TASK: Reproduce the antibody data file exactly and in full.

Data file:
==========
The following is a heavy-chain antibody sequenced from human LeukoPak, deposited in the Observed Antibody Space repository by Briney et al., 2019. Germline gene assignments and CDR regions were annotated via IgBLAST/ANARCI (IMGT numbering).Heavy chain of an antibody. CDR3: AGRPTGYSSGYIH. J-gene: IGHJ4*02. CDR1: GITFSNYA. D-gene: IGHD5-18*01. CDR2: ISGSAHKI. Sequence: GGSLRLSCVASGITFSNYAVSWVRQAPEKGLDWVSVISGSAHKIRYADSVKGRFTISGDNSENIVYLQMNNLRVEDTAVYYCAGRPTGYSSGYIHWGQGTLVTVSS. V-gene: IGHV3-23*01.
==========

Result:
The following is a heavy-chain antibody sequenced from human LeukoPak, deposited in the Observed Antibody Space repository by Briney et al., 2019. Germline gene assignments and CDR regions were annotated via IgBLAST/ANARCI (IMGT numbering).Heavy chain of an antibody. CDR3: AGRPTGYSSGYIH. J-gene: IGHJ4*02. CDR1: GITFSNYA. D-gene: IGHD5-18*01. CDR2: ISGSAHKI. Sequence: GGSLRLSCVASGITFSNYAVSWVRQAPEKGLDWVSVISGSAHKIRYADSVKGRFTISGDNSENIVYLQMNNLRVEDTAVYYCAGRPTGYSSGYIHWGQGTLVTVSS. V-gene: IGHV3-23*01.